Illumina Innovates with Rancher and Kubernetes
In my prior posts, I’ve written about how to ensure a highly resilient workloads using Docker, Rancher, and various open source tools. For this post, I will build on this prior knowledge, and to setup an AWS infrastructure for Rancher with some commonly used tools. If you check out the repository here, you should be able to follow along and setup the same infrastructure. The final output of our AWS infrastructure will look like the following picture: In case you missed the prior posts, they’re available on the Rancher blog and cover some reliability talking points.
So last week I finally got out from my “tech” comfort zone, and tried to set up a Node.js application which uses a MongoDB database, and to add an extra layer of fun I used Rancher to set up the whole application stack using Docker containers.
I designed a small application with Node, its only function is to calculate the number of hits on the website, you can find the code at Github
Attention, Ansible users! We’ve released the first version of our Ansible playbooks for Rancher. Ansible is a configuration management system that allows you to write instruction manuals it uses to manage local and remote systems. These playbooks give full control over the installation and configuration of Rancher server and agent nodes, with features that include:
Static inventory Dynamic inventory via EC2 tags Detection of multiple servers and automatic configuration of HA Support for local, bind-mount, and external databases Optional, local HAProxy with SSL termination for single-server deployments Ansible Vault for secure storage of secrets This first release is for Ubuntu and Debian, and it targets EC2 as a provider.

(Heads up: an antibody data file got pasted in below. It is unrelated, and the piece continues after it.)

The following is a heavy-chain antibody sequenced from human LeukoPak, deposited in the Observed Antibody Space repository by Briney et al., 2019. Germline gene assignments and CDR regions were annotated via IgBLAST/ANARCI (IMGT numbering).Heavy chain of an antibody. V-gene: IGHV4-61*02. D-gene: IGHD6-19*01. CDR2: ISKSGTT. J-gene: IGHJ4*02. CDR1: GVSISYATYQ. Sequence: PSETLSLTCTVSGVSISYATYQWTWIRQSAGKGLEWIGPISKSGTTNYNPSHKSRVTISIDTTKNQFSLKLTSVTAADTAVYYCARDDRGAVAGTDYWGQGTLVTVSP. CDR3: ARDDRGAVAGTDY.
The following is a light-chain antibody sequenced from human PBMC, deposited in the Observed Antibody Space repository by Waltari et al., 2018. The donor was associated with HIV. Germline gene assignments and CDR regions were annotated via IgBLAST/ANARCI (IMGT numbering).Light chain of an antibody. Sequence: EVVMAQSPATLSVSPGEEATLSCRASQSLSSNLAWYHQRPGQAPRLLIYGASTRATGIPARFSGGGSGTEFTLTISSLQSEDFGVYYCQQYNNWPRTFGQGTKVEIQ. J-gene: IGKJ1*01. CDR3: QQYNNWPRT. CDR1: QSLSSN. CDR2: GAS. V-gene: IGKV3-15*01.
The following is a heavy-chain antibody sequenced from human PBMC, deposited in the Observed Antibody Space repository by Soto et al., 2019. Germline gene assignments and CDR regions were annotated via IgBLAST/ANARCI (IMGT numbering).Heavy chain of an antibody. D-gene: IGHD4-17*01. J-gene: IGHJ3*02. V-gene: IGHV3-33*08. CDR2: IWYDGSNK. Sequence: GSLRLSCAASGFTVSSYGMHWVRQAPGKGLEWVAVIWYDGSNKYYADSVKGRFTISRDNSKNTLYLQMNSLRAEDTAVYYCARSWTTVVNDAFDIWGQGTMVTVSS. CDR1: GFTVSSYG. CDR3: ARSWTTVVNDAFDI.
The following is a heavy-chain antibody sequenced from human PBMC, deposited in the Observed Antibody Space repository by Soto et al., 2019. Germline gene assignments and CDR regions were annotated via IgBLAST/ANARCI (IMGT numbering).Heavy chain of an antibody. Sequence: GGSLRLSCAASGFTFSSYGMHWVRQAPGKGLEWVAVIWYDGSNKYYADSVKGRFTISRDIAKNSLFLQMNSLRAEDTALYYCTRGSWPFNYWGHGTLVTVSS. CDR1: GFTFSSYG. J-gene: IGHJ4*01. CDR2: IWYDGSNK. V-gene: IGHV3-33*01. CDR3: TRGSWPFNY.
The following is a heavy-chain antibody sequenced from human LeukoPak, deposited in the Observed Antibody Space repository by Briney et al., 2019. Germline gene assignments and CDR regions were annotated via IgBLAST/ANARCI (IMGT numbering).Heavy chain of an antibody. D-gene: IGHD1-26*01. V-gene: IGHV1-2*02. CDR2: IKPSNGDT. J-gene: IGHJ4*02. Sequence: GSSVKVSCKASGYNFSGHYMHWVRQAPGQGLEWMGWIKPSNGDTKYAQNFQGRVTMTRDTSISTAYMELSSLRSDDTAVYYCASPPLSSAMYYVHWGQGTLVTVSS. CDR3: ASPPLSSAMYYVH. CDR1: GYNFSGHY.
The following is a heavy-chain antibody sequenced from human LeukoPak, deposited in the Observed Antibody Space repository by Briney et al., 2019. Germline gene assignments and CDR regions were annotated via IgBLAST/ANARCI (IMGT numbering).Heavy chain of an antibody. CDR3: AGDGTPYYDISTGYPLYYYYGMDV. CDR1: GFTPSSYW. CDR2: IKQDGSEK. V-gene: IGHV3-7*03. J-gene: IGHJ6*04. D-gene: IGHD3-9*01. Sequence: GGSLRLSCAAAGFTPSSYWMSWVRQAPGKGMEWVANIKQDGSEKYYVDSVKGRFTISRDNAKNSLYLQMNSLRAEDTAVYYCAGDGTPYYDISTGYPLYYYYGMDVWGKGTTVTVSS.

John Patterson (@cantrobot) and Chris Lunsford run This End Out, an operations and infrastructure services company. You can find them online at https://www.thisendout.com *and follow them on twitter @thisendout. * Update: All four parts of the series are now live: Part 1: Getting started with CI/CD and Docker Part 2: Moving to Compose blueprints Part 3: Adding Rancher for OrchestrationPart 4: Completing the Cycle with Service Discovery In part one of our series, we left off with constructing a rudimentary build and deployment pipeline.
RancherOS eliminates any unnecessary libraries and services, resulting in a footprint three times smaller than that of other container operating systems.
RancherOS v0.8.0 is now available! This release has taken a bit more time than prior versions, as we’ve been laying more groundwork to allow us to do much faster updates, and to release more often.
Release Highlights Using the Linux 4.9.9 mainline kernel Using the mainline stable Linux kernel should allow us to give container users access to new features faster - and will mean that RancherOS will have a simpler debug and update path for other software too.
Note: this is Part 4 in a series on building highly resilient workloads. Parts 1, 2, and 3 are available already online. In Part 4 of this series on running resilient workloads with Docker and Rancher, we take a look at service updates. Generally, service updates are where the risk of downtime is the highest. It doesn’t hurt to have a grasp of how deployments work in Rancher and the options available within.
Visit us to learn more about using Ansible with Docker to deploy a Wordpress service on Rancher. For more tutorials and to request a demo, visit Rancher today.
Today, Chef announced the release of Habitat, a new approach to automate applications. Habitat shifts the focus of application management and configuration from the infrastructure to the application itself. In a nutshell, it allows users to create packages that encapsulate the application logic itself, runtime dependencies, and configuration. These packages can then auto-update accordingly to policies set by your organization. In this article, I will show you how to leverage the runtime configuration and service member discovery capabilities of Habitat to build a Rancher Catalog template.
With the recent \“container revolution,\” a seemingly new idea became popular: immutable infrastructure. In fact, it wasn’t particularly new, nor did it specifically require containers. However, it was through containers that it became more practical, understandable, and got the attention of many in the industry. So, what is immutable infrastructure? I’ll attempt to define it as the practice of making infrastructure changes only in production by replacing components instead of modifying them.